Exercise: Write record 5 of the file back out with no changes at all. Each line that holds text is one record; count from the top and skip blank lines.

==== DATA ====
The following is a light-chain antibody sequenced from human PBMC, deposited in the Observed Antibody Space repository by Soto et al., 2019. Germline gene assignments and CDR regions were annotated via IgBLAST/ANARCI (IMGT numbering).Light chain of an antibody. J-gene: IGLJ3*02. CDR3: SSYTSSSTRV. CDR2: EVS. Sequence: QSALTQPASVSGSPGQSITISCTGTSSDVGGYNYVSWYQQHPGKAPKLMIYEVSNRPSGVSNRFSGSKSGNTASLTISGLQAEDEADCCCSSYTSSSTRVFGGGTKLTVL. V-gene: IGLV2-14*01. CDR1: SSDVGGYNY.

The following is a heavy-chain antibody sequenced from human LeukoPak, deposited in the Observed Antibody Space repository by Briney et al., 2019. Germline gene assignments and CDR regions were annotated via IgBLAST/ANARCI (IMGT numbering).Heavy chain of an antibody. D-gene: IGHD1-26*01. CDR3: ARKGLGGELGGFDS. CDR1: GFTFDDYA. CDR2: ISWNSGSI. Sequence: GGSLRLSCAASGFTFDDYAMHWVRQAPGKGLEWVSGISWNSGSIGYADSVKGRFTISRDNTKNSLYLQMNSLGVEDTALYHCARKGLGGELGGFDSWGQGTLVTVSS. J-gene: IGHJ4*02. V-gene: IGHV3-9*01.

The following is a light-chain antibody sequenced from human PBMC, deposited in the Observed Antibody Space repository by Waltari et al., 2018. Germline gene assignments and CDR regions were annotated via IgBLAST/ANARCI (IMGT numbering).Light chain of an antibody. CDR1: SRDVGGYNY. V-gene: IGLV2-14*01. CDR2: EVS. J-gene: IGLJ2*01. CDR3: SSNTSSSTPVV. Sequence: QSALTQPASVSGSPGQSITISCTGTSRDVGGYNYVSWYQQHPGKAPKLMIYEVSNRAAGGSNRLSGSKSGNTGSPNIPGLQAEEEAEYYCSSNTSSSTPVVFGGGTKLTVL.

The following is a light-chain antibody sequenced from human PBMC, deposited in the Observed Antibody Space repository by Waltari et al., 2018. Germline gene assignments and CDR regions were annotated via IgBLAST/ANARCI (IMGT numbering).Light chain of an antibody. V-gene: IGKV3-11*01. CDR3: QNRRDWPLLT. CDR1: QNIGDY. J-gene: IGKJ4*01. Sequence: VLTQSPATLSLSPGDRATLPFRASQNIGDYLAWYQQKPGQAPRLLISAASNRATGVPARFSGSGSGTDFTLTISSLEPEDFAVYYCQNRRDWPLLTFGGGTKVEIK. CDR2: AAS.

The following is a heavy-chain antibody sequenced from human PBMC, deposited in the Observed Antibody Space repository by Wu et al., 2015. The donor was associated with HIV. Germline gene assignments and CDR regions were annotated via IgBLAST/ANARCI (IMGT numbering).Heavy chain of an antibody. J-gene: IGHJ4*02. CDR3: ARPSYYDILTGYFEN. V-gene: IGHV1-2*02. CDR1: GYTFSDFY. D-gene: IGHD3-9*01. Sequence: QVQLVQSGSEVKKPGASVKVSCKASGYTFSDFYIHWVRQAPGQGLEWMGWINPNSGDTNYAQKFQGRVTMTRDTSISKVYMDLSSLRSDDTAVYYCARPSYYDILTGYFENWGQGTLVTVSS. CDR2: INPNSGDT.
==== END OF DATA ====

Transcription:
The following is a heavy-chain antibody sequenced from human PBMC, deposited in the Observed Antibody Space repository by Wu et al., 2015. The donor was associated with HIV. Germline gene assignments and CDR regions were annotated via IgBLAST/ANARCI (IMGT numbering).Heavy chain of an antibody. J-gene: IGHJ4*02. CDR3: ARPSYYDILTGYFEN. V-gene: IGHV1-2*02. CDR1: GYTFSDFY. D-gene: IGHD3-9*01. Sequence: QVQLVQSGSEVKKPGASVKVSCKASGYTFSDFYIHWVRQAPGQGLEWMGWINPNSGDTNYAQKFQGRVTMTRDTSISKVYMDLSSLRSDDTAVYYCARPSYYDILTGYFENWGQGTLVTVSS. CDR2: INPNSGDT.